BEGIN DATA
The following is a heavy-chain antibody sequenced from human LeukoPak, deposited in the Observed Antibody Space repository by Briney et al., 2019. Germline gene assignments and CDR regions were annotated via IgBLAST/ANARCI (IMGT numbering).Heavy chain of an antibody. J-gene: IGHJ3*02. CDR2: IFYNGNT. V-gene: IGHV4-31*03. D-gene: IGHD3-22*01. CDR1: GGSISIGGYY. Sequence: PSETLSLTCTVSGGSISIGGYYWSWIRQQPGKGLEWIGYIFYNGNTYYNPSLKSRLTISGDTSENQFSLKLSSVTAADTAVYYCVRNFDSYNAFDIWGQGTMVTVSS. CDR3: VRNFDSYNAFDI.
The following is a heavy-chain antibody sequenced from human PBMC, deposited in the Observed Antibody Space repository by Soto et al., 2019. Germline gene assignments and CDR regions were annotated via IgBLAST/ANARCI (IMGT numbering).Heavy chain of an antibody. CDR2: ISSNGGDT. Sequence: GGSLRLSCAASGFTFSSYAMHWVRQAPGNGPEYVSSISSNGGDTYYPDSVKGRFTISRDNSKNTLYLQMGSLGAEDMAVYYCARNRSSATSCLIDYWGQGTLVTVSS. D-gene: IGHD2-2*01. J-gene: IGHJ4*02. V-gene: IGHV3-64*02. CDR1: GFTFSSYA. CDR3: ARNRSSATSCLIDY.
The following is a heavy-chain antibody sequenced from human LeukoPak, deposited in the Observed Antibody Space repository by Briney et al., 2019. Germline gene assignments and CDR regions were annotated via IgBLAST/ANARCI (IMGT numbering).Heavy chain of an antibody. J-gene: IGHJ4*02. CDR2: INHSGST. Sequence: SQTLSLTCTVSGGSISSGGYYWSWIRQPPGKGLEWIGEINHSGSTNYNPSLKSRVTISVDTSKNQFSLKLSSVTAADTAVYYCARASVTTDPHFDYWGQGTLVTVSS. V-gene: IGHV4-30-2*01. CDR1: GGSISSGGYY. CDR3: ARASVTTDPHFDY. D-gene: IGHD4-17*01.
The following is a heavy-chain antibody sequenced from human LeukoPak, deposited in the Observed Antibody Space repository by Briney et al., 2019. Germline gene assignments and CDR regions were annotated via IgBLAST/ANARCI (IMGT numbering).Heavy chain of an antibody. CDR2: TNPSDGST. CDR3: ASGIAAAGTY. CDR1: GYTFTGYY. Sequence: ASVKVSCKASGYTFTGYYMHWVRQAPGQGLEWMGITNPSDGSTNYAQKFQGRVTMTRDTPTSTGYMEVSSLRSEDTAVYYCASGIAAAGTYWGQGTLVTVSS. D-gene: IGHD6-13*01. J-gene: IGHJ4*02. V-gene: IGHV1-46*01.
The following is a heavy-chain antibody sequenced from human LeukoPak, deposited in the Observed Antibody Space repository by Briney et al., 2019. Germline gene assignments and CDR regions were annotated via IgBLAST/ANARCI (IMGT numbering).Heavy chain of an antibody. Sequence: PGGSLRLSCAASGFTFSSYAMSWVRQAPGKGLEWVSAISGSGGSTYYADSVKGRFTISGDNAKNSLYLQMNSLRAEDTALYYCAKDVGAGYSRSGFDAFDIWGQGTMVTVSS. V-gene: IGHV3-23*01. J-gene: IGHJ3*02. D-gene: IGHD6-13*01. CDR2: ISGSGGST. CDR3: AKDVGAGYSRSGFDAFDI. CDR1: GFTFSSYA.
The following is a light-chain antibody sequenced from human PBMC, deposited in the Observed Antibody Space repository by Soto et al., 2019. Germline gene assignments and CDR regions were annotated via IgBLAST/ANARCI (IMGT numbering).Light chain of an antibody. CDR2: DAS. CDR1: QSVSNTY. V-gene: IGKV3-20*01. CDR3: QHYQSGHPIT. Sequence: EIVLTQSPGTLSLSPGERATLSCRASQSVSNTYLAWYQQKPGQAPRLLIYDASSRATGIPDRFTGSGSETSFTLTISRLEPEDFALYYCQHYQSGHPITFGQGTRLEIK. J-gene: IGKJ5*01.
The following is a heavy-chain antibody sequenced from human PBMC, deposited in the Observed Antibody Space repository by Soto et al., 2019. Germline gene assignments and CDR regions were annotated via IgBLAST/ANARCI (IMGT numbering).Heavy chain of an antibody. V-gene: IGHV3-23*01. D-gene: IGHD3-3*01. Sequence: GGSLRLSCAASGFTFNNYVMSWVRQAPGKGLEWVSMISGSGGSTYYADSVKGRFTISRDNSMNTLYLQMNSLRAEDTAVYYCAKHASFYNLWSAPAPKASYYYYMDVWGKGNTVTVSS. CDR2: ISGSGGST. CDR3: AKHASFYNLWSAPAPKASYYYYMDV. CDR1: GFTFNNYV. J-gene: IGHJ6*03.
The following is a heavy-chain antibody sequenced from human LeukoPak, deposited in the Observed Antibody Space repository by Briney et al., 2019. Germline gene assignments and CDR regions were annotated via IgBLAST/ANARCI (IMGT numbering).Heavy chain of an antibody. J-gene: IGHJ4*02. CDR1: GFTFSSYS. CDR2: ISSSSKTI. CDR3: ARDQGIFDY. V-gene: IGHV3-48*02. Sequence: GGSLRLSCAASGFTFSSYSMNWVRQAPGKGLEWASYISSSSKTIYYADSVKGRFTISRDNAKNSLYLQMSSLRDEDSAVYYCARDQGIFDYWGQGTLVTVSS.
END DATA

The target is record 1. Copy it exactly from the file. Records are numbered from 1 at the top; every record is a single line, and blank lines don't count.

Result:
The following is a heavy-chain antibody sequenced from human LeukoPak, deposited in the Observed Antibody Space repository by Briney et al., 2019. Germline gene assignments and CDR regions were annotated via IgBLAST/ANARCI (IMGT numbering).Heavy chain of an antibody. J-gene: IGHJ3*02. CDR2: IFYNGNT. V-gene: IGHV4-31*03. D-gene: IGHD3-22*01. CDR1: GGSISIGGYY. Sequence: PSETLSLTCTVSGGSISIGGYYWSWIRQQPGKGLEWIGYIFYNGNTYYNPSLKSRLTISGDTSENQFSLKLSSVTAADTAVYYCVRNFDSYNAFDIWGQGTMVTVSS. CDR3: VRNFDSYNAFDI.